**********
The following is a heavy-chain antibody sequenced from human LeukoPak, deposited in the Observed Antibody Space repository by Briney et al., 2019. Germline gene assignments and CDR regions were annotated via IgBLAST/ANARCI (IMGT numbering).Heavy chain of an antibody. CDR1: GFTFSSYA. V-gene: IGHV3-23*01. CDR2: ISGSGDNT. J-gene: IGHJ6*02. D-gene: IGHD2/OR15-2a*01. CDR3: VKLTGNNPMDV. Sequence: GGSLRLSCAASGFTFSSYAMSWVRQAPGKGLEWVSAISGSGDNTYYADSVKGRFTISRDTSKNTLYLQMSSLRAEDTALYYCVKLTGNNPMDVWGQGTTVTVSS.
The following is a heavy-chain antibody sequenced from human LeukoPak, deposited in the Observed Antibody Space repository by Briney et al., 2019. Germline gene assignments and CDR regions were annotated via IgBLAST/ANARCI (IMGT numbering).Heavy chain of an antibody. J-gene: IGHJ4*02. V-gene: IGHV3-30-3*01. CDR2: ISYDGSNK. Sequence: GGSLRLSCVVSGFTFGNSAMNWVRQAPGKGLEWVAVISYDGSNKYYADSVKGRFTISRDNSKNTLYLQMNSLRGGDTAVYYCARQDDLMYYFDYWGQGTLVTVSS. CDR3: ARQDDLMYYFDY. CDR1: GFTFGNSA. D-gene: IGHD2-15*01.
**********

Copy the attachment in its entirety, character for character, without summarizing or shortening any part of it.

The following is a heavy-chain antibody sequenced from human LeukoPak, deposited in the Observed Antibody Space repository by Briney et al., 2019. Germline gene assignments and CDR regions were annotated via IgBLAST/ANARCI (IMGT numbering).Heavy chain of an antibody. CDR1: GFTFSSYA. V-gene: IGHV3-23*01. CDR2: ISGSGDNT. J-gene: IGHJ6*02. D-gene: IGHD2/OR15-2a*01. CDR3: VKLTGNNPMDV. Sequence: GGSLRLSCAASGFTFSSYAMSWVRQAPGKGLEWVSAISGSGDNTYYADSVKGRFTISRDTSKNTLYLQMSSLRAEDTALYYCVKLTGNNPMDVWGQGTTVTVSS.
The following is a heavy-chain antibody sequenced from human LeukoPak, deposited in the Observed Antibody Space repository by Briney et al., 2019. Germline gene assignments and CDR regions were annotated via IgBLAST/ANARCI (IMGT numbering).Heavy chain of an antibody. J-gene: IGHJ4*02. V-gene: IGHV3-30-3*01. CDR2: ISYDGSNK. Sequence: GGSLRLSCVVSGFTFGNSAMNWVRQAPGKGLEWVAVISYDGSNKYYADSVKGRFTISRDNSKNTLYLQMNSLRGGDTAVYYCARQDDLMYYFDYWGQGTLVTVSS. CDR3: ARQDDLMYYFDY. CDR1: GFTFGNSA. D-gene: IGHD2-15*01.